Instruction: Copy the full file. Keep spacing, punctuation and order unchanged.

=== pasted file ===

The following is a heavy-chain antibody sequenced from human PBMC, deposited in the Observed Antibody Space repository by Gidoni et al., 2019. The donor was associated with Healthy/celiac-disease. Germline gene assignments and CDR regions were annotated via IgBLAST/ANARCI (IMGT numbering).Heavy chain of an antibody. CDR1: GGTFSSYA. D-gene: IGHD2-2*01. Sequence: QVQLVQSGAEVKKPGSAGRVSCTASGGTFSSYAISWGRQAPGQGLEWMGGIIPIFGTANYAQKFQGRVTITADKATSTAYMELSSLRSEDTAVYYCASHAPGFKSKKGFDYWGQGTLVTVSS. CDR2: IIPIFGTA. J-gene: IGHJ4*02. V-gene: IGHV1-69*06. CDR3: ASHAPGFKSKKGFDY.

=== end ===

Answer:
The following is a heavy-chain antibody sequenced from human PBMC, deposited in the Observed Antibody Space repository by Gidoni et al., 2019. The donor was associated with Healthy/celiac-disease. Germline gene assignments and CDR regions were annotated via IgBLAST/ANARCI (IMGT numbering).Heavy chain of an antibody. CDR1: GGTFSSYA. D-gene: IGHD2-2*01. Sequence: QVQLVQSGAEVKKPGSAGRVSCTASGGTFSSYAISWGRQAPGQGLEWMGGIIPIFGTANYAQKFQGRVTITADKATSTAYMELSSLRSEDTAVYYCASHAPGFKSKKGFDYWGQGTLVTVSS. CDR2: IIPIFGTA. J-gene: IGHJ4*02. V-gene: IGHV1-69*06. CDR3: ASHAPGFKSKKGFDY.